O God, most holy and praised: As Your Son gathered disciples to himself to teach them your ways, so your Spirit has gathered us in this time and place. Make us alert and attentive as we read and reflect on Jesus’ words; help us take them to heart and live into them so that your will is truly done on earth as in heaven. We pray in the name of our true Teacher, Jesus Christ. Amen.

Matthew 5:1-12 (NRSV)

When Jesus saw the crowds, he went up the mountain; and after he sat down, his disciples came to him. Then he began to speak, and taught them, saying:

  • Blessed are the poor in spirit, for theirs is the kingdom of heaven.
  • Blessed are those who mourn, for they will be comforted.
  • Blessed are the meek, for they will inherit the earth.
  • Blessed are those who hunger and thirst for righteousness, for they will be filled.
  • Blessed are the merciful, for they will receive mercy.
  • Blessed are the pure in heart, for they will see God.
  • Blessed are the peacemakers, for they will be called children of God.
  • Blessed are those who are persecuted for righteousness’ sake, for theirs is the kingdom of heaven.

Blessed are you when people revile you and persecute you and utter all kinds of evil against you falsely on my account. Rejoice and be glad, for your reward is great in heaven, for in the same way, they persecuted the prophets who were before you.

The scriptures of God for the People of God. Thanks be to God.


May the words of my mouth and the meditations of my heart be pleasing to you, O Lord, my Rock and Redeemer. Amen.

When Jesus saw the crowds, he went up the mountain; and after he sat down, his disciples came to him. Then he began to speak, and taught them …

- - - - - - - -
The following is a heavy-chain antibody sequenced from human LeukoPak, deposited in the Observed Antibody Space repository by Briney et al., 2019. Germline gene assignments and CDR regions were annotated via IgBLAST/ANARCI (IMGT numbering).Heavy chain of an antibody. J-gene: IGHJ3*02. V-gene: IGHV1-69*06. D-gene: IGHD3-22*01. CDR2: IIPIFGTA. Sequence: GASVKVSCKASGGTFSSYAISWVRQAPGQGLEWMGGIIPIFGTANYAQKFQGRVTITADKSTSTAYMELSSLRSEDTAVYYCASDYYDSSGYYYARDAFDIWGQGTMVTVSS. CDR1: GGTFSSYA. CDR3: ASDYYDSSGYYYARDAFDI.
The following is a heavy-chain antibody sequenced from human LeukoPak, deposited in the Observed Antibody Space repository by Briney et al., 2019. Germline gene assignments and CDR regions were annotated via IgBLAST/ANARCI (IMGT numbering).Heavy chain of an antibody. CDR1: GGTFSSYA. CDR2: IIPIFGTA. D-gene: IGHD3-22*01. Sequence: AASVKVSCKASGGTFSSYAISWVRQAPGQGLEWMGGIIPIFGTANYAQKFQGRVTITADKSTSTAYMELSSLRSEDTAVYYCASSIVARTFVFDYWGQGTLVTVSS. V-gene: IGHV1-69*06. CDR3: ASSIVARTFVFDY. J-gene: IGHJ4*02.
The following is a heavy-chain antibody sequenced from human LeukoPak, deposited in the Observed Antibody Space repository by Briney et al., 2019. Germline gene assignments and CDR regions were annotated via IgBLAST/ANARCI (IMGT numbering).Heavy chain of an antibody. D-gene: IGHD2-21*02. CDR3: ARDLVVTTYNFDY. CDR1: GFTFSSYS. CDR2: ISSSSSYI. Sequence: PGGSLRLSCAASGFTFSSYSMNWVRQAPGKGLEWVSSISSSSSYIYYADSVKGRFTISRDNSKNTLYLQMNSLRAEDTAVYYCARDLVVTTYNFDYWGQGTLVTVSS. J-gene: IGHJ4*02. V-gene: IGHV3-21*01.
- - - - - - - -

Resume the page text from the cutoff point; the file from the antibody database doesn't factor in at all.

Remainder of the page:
• Blessed are the poor in spirit, for theirs is the kingdom of heaven.

While many have over the years interpreted poor in spirit to mean weak in faith, Dr. Amy-Jill Levine tells us it’s actually a synonym for people who have enough humility that they do not operate from a sense of pride: the poor in spirit are those who recognize that they are both the beneficiaries of the help from others and part of a system in which they are to pay it forward and help those whom they can. The poor in spirit recognize their dependence on God. To quote Isaiah 66:2, “All these things my hand has made, and so all these things are mine, says the Lord. But this is the one to whom I will look, to the humble and contrite in spirit, who trembles at my word.”

They don’t sit around and boast over their accomplishments. They don’t get resentful if they haven’t gotten sufficient honor. They just do the right thing, know they’re doing the right thing, and know that God knows they’ve done the right thing and that’s more than sufficient recognition for what they’ve done.

The poor in spirit align themselves to others and to God … not toward self.

The poor in spirit are not necessarily also poor economically. It is possible to have wealth and be poor in spirit. Being poor in spirit is recognizing the gap between what one has and what one should have. It’s recognizing that one may have a bank account, but not have compassion, generosity, or love. To paraphrase Tony Campolo, there is nothing wrong with making a million dollars, but there is something wrong with keeping it … an explanation made clear in 1 John 3:17 that says, “If anyone has the world’s goods and sees his brother in need but shuts off his compassion from him … how can God’s love reside in him?”

Neither is being poor in spirit limited to material things.  The poor in spirit are aware of their privileges and because they are aware, they work to help others who do not have the same benefits.

Blessed are the poor in spirit, for theirs is the kingdom of heaven.

  • Blessed are those who mourn, for they will be comforted.